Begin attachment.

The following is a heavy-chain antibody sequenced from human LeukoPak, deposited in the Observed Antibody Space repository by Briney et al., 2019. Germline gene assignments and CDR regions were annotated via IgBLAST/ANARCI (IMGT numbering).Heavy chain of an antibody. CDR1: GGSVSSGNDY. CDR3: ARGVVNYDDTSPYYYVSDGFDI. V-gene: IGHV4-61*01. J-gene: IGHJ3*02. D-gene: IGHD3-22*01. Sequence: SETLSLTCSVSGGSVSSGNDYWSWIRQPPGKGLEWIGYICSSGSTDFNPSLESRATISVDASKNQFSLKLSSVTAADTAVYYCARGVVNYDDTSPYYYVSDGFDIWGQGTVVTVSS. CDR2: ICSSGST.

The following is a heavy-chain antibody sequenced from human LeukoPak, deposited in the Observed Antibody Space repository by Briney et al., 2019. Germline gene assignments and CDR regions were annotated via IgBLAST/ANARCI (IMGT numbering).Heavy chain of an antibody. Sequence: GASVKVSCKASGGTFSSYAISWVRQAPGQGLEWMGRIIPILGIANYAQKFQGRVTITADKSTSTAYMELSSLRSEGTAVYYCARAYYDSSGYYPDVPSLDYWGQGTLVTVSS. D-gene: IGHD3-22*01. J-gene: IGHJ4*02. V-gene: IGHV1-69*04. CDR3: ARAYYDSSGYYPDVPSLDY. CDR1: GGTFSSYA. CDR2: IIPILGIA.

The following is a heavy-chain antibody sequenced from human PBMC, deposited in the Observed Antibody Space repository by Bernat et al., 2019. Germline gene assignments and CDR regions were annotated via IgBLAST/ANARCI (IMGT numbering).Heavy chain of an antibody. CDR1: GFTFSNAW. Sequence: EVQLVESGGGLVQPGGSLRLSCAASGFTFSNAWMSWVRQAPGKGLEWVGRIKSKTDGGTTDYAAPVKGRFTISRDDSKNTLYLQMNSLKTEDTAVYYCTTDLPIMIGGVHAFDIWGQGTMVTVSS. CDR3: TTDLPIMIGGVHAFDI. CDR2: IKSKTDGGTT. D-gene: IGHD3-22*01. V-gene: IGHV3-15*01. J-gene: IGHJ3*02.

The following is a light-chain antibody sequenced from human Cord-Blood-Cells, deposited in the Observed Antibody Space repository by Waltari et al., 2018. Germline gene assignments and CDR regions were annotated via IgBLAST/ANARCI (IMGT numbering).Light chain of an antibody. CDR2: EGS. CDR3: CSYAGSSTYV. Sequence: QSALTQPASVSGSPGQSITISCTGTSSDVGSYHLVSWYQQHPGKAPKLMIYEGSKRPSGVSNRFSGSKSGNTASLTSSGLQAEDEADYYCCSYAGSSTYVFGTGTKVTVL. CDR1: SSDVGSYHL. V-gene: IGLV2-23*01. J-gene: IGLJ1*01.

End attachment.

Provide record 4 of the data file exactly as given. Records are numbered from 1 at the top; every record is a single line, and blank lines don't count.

The following is a light-chain antibody sequenced from human Cord-Blood-Cells, deposited in the Observed Antibody Space repository by Waltari et al., 2018. Germline gene assignments and CDR regions were annotated via IgBLAST/ANARCI (IMGT numbering).Light chain of an antibody. CDR2: EGS. CDR3: CSYAGSSTYV. Sequence: QSALTQPASVSGSPGQSITISCTGTSSDVGSYHLVSWYQQHPGKAPKLMIYEGSKRPSGVSNRFSGSKSGNTASLTSSGLQAEDEADYYCCSYAGSSTYVFGTGTKVTVL. CDR1: SSDVGSYHL. V-gene: IGLV2-23*01. J-gene: IGLJ1*01.